Monday, August 19, 2019
Of lake and parks and creeks
When I was very small, I thought Lake Elizabeth was named after me. It’s a man-made lake in Fremont, a city to the southeast of San Francisco Bay, where I grew up. It’s surrounded by a large park, several playgrounds, and a couple of community buildings. 450 acres, and a lake that’s around 80 acres and maybe 8 feet deep. I sat in my grandparents’ sailboat on Lake Elizabeth’s waters. We rented paddleboats and bought ice cream cones. I fed ducks on its shores. A few times, we went swimming in the roped off area that demanded payment for use. I remember once we found a tiny orange kitten in the reeds on the south side of the lake, his little eyes glued shut with sickness. We named him Moses and took him to the nearby animal shelter.
There was one summer when my sister and I went to a day camp there. My sister and I were separated and the teenagers working there never gave us the color of marker we requested. If I could have figured out how to wander off, I would have. Maybe I did. As a child, I much preferred the company of nature to the company of my peers.
So many of my memories of Lake Elizabeth are of the small creek that meandered from the lake, through the playground, and into a wilderness refuge. To a dreamy girl like me, it was paradise. I was a small peasant girl, fetching water from the river to bring back to my family in our hut. I was a witch, gathering herbs and performing spells in the grass on the edges of the water. I was a pioneer, lifting my petticoats to ford a river on my way across the Oregon Trail.
There are strange, unspoken rules among children in public spaces. There are two ways to stake a claim on a particular area: be the first, or be the loudest. I was rarely the loudest, so I usually tried to be first. If I wasn’t, I had to settle for some other, smaller patch of shore to call my own.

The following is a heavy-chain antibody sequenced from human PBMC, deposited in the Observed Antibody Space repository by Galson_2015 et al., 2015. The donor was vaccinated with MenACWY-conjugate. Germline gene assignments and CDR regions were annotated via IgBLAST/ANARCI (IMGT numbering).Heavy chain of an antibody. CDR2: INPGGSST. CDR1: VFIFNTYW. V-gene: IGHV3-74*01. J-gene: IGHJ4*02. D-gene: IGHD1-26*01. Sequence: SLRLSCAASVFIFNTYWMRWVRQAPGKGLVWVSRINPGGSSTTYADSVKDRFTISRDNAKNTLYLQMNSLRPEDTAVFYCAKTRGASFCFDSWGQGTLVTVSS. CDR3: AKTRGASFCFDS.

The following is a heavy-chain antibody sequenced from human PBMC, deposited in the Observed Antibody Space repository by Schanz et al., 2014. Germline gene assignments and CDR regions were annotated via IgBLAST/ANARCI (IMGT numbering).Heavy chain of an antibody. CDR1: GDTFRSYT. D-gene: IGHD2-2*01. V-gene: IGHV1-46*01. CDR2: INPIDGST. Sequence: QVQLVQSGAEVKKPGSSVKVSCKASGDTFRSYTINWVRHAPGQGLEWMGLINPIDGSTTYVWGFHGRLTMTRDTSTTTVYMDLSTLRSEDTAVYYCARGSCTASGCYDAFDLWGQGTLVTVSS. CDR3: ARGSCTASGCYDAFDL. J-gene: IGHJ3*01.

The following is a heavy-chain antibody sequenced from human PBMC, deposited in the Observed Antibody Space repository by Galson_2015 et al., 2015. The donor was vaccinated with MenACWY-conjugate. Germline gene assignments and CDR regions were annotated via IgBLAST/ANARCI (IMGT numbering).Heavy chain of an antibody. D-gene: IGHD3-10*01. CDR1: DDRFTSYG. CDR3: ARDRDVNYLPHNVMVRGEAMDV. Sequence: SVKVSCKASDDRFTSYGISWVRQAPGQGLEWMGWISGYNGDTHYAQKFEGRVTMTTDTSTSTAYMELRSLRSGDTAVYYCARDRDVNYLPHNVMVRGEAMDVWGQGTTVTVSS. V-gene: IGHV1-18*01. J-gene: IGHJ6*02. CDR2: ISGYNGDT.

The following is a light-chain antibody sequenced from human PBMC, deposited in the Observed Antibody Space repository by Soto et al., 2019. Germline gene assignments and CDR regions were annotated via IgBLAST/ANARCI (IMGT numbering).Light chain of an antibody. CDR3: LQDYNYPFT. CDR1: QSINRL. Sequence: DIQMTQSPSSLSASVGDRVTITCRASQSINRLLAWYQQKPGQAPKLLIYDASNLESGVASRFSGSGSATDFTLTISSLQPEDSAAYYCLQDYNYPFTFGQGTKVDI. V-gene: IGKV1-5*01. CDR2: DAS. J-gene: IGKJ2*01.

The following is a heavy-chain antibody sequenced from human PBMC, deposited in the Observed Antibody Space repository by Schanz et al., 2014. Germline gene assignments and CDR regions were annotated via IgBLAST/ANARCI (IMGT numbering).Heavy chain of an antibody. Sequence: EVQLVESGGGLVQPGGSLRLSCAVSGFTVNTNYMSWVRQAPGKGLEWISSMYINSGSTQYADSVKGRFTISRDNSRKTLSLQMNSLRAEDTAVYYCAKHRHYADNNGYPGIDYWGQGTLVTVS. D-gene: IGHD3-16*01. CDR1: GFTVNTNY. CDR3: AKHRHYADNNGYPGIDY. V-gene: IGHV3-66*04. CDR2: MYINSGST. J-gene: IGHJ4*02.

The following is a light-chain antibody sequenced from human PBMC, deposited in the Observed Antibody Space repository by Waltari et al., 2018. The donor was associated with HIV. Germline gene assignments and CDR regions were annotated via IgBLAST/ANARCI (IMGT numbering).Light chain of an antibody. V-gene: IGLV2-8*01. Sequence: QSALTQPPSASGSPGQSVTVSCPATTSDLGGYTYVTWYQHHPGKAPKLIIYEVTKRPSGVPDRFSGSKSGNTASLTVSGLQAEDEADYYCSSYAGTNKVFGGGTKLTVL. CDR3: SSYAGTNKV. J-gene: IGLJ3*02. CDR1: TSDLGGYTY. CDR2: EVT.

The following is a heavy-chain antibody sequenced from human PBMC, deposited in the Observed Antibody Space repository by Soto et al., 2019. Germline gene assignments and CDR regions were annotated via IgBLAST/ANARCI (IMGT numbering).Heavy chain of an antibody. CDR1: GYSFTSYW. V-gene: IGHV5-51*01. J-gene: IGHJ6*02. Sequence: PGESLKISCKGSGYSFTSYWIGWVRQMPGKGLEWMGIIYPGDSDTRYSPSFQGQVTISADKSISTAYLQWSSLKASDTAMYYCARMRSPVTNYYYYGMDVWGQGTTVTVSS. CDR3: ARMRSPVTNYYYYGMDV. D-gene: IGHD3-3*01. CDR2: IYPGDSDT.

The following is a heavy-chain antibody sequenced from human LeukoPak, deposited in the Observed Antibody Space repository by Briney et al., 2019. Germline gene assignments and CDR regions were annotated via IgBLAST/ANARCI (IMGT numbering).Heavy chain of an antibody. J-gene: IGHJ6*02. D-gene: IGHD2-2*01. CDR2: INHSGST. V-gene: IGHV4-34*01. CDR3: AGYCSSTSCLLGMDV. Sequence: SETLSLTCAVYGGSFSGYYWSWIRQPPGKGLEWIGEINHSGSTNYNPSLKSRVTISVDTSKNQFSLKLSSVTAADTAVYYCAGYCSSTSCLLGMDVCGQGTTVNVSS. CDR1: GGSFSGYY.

I moved back home to Fremont for one semester during college. In the afternoons before my closing shift at the bookstore, I would take my grandmother’s old bike and ride out to Lake Elizabeth. As a twenty-two-year-old, the walk around Lake Elizabeth was short and manageable, an easy two miles. I would bring a book, or my journal, or a picnic lunch. Sometimes all of the above. I would watch as kids played by the same unspoken rules of territory by the creek. The grass was kept short (and often soiled) by flocks of Canadian geese.
There was less imagination in my use of the park as an adult. I went there for a change of scenery while doing the things I would be doing at home—reading, writing, walking, eating. But I could still feel the green of the park seep into my spine. It made me feel calm and quiet in the same way that it did when I was a child. Like a fish returning to water. Or more like breathing when you’ve been underwater.
I still visit Lake Elizabeth now and then. Everything at the lake is a little smaller to me now. The creek that was a wilderness to 6-year-old me doesn’t have the same untamed nature that it did then. I’ve embraced the fact that it was not, in fact, named after me, but rather after Fremont’s sister city, Elizabeth, South Australia. There’s a tunnel for BART, the public train, that runs right under the lake now. There’s a tree there planted for my late uncle, who died when I was too little to understand what that meant.
We adults still follow the same unspoken rules about territory—whoever’s first or loudest claims a spot. We’re more civilized about our claims, but we make them nonetheless. A picnic blanket here marks the border between my space and yours. Stay away from my picnic table, strangers. I didn’t come here to connect with people. I came to connect with the trees.
I wonder how long Lake Elizabeth will remain. If I’ll wheel a stroller with my own daughter around its perimeter. If I’ll watch her wade in the creek. If she’ll have a daughter that will do the same. I wonder if Lake Elizabeth will be a precious sanctuary to them, as it was to me. I hope it is. I believe it will be.